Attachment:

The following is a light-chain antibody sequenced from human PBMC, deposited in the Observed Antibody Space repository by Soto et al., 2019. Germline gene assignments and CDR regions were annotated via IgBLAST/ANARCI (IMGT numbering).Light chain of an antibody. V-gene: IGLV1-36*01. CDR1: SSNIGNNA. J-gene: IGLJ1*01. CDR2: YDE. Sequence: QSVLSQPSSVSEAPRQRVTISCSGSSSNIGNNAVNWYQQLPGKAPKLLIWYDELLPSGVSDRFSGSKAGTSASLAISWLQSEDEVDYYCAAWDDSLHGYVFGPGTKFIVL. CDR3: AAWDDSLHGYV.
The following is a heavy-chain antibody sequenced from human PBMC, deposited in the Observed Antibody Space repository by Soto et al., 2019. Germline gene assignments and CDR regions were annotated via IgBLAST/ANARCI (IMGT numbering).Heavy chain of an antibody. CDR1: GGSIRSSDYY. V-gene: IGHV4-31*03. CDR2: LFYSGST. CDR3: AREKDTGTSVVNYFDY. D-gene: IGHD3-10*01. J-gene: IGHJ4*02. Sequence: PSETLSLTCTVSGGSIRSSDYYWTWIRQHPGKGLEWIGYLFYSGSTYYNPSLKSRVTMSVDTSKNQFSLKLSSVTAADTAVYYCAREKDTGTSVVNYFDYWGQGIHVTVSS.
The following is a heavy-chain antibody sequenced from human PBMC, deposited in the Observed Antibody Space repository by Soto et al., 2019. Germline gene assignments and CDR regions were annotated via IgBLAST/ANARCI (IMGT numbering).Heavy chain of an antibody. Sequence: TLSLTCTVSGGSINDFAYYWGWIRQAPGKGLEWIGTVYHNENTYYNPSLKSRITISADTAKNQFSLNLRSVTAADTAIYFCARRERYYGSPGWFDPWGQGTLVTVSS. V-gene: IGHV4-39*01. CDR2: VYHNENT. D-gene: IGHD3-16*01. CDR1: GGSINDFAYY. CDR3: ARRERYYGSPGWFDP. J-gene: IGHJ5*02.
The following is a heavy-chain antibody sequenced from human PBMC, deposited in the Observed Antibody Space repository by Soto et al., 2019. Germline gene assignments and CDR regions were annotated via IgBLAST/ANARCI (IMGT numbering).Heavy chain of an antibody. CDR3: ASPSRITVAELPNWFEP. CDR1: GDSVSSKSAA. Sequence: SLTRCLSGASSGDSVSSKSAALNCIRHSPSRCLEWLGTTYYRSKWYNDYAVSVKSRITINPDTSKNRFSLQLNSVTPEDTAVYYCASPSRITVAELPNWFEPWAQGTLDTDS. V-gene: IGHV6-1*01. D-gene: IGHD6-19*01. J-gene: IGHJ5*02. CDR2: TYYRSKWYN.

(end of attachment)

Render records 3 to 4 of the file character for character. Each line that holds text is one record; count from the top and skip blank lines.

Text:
The following is a heavy-chain antibody sequenced from human PBMC, deposited in the Observed Antibody Space repository by Soto et al., 2019. Germline gene assignments and CDR regions were annotated via IgBLAST/ANARCI (IMGT numbering).Heavy chain of an antibody. Sequence: TLSLTCTVSGGSINDFAYYWGWIRQAPGKGLEWIGTVYHNENTYYNPSLKSRITISADTAKNQFSLNLRSVTAADTAIYFCARRERYYGSPGWFDPWGQGTLVTVSS. V-gene: IGHV4-39*01. CDR2: VYHNENT. D-gene: IGHD3-16*01. CDR1: GGSINDFAYY. CDR3: ARRERYYGSPGWFDP. J-gene: IGHJ5*02.
The following is a heavy-chain antibody sequenced from human PBMC, deposited in the Observed Antibody Space repository by Soto et al., 2019. Germline gene assignments and CDR regions were annotated via IgBLAST/ANARCI (IMGT numbering).Heavy chain of an antibody. CDR3: ASPSRITVAELPNWFEP. CDR1: GDSVSSKSAA. Sequence: SLTRCLSGASSGDSVSSKSAALNCIRHSPSRCLEWLGTTYYRSKWYNDYAVSVKSRITINPDTSKNRFSLQLNSVTPEDTAVYYCASPSRITVAELPNWFEPWAQGTLDTDS. V-gene: IGHV6-1*01. D-gene: IGHD6-19*01. J-gene: IGHJ5*02. CDR2: TYYRSKWYN.